Second Sunday of Easter, year A, April 23, 2017
Acts of the Apostles was written to introduce pagan converts to Christianity to the roots of their new religion. This is a somewhat idyllic description of a brief, early period of its history. More turbulent times are to follow.
The original audience of this letter were persecuted Christians. The author, writing from relative safety, wanted to bolster their faith. So he reminds them of their place in a larger history, reminds them of God's providence in that history, and helps them see their present sufferings in a larger context.
Jesus commissioned his followers to make others into followers, too, having patience with those troubled by doubts.
The Literary Situation: The book of Acts, chapter 1, begins with Jesus' final post-resurrection appearance and ascension. The latter half of the chapter tells of the selection of Judas' replacement within the Twelve. Acts, chapter 2, begins with the Pentecost event, followed by a long speech by Peter, at the conclusion of which "some three thousand were added [to the body of believers] that day." Then comes the passage that is our first reading today, a summary portrait of the lifeof the community.
The picture is very positive, as if the writer wants us to imagine a community free of persecution and without internal strife. Indeed, such may have been the case for a while. But Acts lingers in this idyllic mode only briefly, and a more gritty, more realistic portrait of community life begins within a few sentences.
Proclaiming It: Go with the flow here. Be positive. It's Easter, after all. Read this with joy in your heart. But don't rush it. Let your hearers savor every nuance of these happy believers' life together. The breaking of the bread gets two mentions. That they gathered together gets dual emphasis, too. The scholar might see in this duplication the incomplete merger of two literary sources. But the lector might just decide that these were the important things about the life of the early church, and they're just as important for the modern church. So let them be emphasized.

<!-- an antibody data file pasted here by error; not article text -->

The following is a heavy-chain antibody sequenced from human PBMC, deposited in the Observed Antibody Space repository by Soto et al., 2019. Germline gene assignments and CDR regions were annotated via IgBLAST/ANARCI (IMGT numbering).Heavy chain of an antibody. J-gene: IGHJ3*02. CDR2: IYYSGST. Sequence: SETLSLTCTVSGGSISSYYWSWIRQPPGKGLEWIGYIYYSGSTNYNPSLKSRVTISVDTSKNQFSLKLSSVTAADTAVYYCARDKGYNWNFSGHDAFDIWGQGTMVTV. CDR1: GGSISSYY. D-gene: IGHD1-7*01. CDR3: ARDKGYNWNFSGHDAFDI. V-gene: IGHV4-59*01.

The Historical Situation: The writer of this letter wants to give his audience a sense of God's providential plan working out in the course of their lives and in the history of which they have become a part. Keep that in mind as you pick apart the complicated sentences that you must proclaim. There are only three sentences here, in length 71 words, 51 words, and 42 words (in the New American Bible translation). No kidding.
Let's analyze it.
The first sentence says: Blessed be God who has give us new birth to: to a living hope through the resurrection to an inheritance imperishable undefiled unfading kept in heaven for you who are safeguarded by faith to a salvation ready to be revealed. The second sentence says: This makes you rejoice, although you suffer now. Suffering will prove your faith genuine (and your faith is more precious than fire-tried gold) which will result in honor when Jesus is revealed. The third sentence says: You have not seen Jesus but you love him. You do not see him but you believe in him. So you rejoice because you are obtaining the goal of your faith, which is the salvation of your souls.
Note that I've been forced to break up the overlong sentences. In Proclaiming It, you can do this only with careful phrasing and varied tones of voice. To prepare, print out the text (or use your missallette) and mark up the copy with pauses, emphases, changes of tone, brackets enclosing units of thought, whatever it takes. Practice this aloud and often. Practice in front of a friendly critic who will forgo the comfort of a missallette, so he or she can tell you what you seem to be saying.
Remember the writer's goals:
Roman Catholics like me, and other Western Christians, I suppose, think of "Doubting Thomas" first when we hear about the apostle featured in today's gospel. But Christians in India think of Thomas as the practical founder of their church. Many have great devotion to him, and have named churches for him. This one is in Maylayottoor in the state of Kerala, in south India.
Click here for a larger photo, but don't wait because Panoramio.com says it's about to close its site. They credit Share Alike by Geyo John for the photo.
As I wrote this in 2017, I was reading about the Christian churches of the East in Diarmaid MacCulloch's Christianity: The First Three Thousand Years. Should you read that book? Maybe this review can help you decide.
Lector's Notes should be easily readable on any device, including small-screen ones like cell phones and tablets. This is among the first of a few hundred pages to be converted to a responsive format (responsive to the kind of screen you are using). So when you're not serving as lector, and you arrive at church and mute your cell phone, you can brief yourself on the readings you're about to hear. Format conversion is a work-in-progress and will be so until maybe April of 2018.
This page updated March 1, 2017